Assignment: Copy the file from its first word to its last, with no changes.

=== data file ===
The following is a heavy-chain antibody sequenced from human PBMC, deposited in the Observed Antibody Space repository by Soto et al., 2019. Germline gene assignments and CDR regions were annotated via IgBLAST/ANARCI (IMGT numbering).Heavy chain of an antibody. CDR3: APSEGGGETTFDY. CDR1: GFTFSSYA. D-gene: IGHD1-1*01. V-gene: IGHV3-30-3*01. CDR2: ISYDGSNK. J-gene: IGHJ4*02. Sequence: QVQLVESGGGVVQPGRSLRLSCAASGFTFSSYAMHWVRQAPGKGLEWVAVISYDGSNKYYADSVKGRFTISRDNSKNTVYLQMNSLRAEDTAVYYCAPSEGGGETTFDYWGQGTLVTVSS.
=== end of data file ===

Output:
The following is a heavy-chain antibody sequenced from human PBMC, deposited in the Observed Antibody Space repository by Soto et al., 2019. Germline gene assignments and CDR regions were annotated via IgBLAST/ANARCI (IMGT numbering).Heavy chain of an antibody. CDR3: APSEGGGETTFDY. CDR1: GFTFSSYA. D-gene: IGHD1-1*01. V-gene: IGHV3-30-3*01. CDR2: ISYDGSNK. J-gene: IGHJ4*02. Sequence: QVQLVESGGGVVQPGRSLRLSCAASGFTFSSYAMHWVRQAPGKGLEWVAVISYDGSNKYYADSVKGRFTISRDNSKNTVYLQMNSLRAEDTAVYYCAPSEGGGETTFDYWGQGTLVTVSS.